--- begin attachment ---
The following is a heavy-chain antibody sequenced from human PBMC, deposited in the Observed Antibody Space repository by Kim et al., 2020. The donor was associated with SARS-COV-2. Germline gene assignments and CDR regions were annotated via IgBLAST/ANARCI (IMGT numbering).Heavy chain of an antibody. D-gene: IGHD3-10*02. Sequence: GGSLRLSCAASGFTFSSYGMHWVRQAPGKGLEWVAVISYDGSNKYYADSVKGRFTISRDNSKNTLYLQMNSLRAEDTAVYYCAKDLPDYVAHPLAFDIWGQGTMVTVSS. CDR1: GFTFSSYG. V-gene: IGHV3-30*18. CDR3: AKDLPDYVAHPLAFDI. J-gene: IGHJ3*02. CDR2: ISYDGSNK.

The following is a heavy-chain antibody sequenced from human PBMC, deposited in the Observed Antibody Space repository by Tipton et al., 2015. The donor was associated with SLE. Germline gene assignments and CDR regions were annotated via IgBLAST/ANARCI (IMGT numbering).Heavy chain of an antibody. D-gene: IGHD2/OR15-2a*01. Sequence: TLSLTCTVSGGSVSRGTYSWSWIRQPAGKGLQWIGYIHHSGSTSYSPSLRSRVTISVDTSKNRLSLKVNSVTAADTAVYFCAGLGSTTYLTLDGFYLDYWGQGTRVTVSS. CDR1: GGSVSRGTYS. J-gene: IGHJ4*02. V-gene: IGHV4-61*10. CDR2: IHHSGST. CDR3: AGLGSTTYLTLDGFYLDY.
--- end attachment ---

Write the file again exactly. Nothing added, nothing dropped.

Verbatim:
The following is a heavy-chain antibody sequenced from human PBMC, deposited in the Observed Antibody Space repository by Kim et al., 2020. The donor was associated with SARS-COV-2. Germline gene assignments and CDR regions were annotated via IgBLAST/ANARCI (IMGT numbering).Heavy chain of an antibody. D-gene: IGHD3-10*02. Sequence: GGSLRLSCAASGFTFSSYGMHWVRQAPGKGLEWVAVISYDGSNKYYADSVKGRFTISRDNSKNTLYLQMNSLRAEDTAVYYCAKDLPDYVAHPLAFDIWGQGTMVTVSS. CDR1: GFTFSSYG. V-gene: IGHV3-30*18. CDR3: AKDLPDYVAHPLAFDI. J-gene: IGHJ3*02. CDR2: ISYDGSNK.

The following is a heavy-chain antibody sequenced from human PBMC, deposited in the Observed Antibody Space repository by Tipton et al., 2015. The donor was associated with SLE. Germline gene assignments and CDR regions were annotated via IgBLAST/ANARCI (IMGT numbering).Heavy chain of an antibody. D-gene: IGHD2/OR15-2a*01. Sequence: TLSLTCTVSGGSVSRGTYSWSWIRQPAGKGLQWIGYIHHSGSTSYSPSLRSRVTISVDTSKNRLSLKVNSVTAADTAVYFCAGLGSTTYLTLDGFYLDYWGQGTRVTVSS. CDR1: GGSVSRGTYS. J-gene: IGHJ4*02. V-gene: IGHV4-61*10. CDR2: IHHSGST. CDR3: AGLGSTTYLTLDGFYLDY.